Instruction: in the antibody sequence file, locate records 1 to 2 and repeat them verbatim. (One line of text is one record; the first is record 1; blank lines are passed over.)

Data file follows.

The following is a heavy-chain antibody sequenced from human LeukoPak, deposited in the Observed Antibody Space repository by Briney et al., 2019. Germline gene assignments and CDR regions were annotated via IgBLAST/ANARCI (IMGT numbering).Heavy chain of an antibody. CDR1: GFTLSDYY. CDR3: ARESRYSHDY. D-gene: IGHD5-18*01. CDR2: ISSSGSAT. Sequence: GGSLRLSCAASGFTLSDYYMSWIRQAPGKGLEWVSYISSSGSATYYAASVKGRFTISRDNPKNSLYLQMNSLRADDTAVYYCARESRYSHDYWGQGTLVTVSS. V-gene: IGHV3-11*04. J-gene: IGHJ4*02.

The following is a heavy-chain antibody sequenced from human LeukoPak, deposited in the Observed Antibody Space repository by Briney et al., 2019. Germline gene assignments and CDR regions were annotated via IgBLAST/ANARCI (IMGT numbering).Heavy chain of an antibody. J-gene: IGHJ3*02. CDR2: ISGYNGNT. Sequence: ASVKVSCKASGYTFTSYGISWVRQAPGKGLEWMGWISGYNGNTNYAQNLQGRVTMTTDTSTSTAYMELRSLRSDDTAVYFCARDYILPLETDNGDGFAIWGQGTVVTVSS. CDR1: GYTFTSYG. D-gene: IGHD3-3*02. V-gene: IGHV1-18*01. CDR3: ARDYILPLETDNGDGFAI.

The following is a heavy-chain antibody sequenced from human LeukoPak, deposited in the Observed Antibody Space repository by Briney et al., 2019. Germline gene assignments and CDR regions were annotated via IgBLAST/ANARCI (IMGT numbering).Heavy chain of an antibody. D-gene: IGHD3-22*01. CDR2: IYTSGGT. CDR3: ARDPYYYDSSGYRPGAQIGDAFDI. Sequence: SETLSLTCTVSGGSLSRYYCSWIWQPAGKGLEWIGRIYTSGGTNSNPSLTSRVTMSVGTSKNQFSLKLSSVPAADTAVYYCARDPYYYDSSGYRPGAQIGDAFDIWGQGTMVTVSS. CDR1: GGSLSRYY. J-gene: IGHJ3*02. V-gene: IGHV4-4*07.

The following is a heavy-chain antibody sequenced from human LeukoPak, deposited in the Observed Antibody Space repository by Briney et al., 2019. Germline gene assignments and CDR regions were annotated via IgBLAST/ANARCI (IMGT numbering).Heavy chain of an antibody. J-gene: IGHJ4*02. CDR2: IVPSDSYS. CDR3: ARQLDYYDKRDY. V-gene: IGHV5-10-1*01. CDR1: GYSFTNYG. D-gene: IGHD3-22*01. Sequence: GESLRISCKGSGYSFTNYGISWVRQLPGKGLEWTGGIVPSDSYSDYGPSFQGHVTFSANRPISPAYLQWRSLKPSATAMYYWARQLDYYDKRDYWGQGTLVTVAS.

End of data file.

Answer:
The following is a heavy-chain antibody sequenced from human LeukoPak, deposited in the Observed Antibody Space repository by Briney et al., 2019. Germline gene assignments and CDR regions were annotated via IgBLAST/ANARCI (IMGT numbering).Heavy chain of an antibody. CDR1: GFTLSDYY. CDR3: ARESRYSHDY. D-gene: IGHD5-18*01. CDR2: ISSSGSAT. Sequence: GGSLRLSCAASGFTLSDYYMSWIRQAPGKGLEWVSYISSSGSATYYAASVKGRFTISRDNPKNSLYLQMNSLRADDTAVYYCARESRYSHDYWGQGTLVTVSS. V-gene: IGHV3-11*04. J-gene: IGHJ4*02.

The following is a heavy-chain antibody sequenced from human LeukoPak, deposited in the Observed Antibody Space repository by Briney et al., 2019. Germline gene assignments and CDR regions were annotated via IgBLAST/ANARCI (IMGT numbering).Heavy chain of an antibody. J-gene: IGHJ3*02. CDR2: ISGYNGNT. Sequence: ASVKVSCKASGYTFTSYGISWVRQAPGKGLEWMGWISGYNGNTNYAQNLQGRVTMTTDTSTSTAYMELRSLRSDDTAVYFCARDYILPLETDNGDGFAIWGQGTVVTVSS. CDR1: GYTFTSYG. D-gene: IGHD3-3*02. V-gene: IGHV1-18*01. CDR3: ARDYILPLETDNGDGFAI.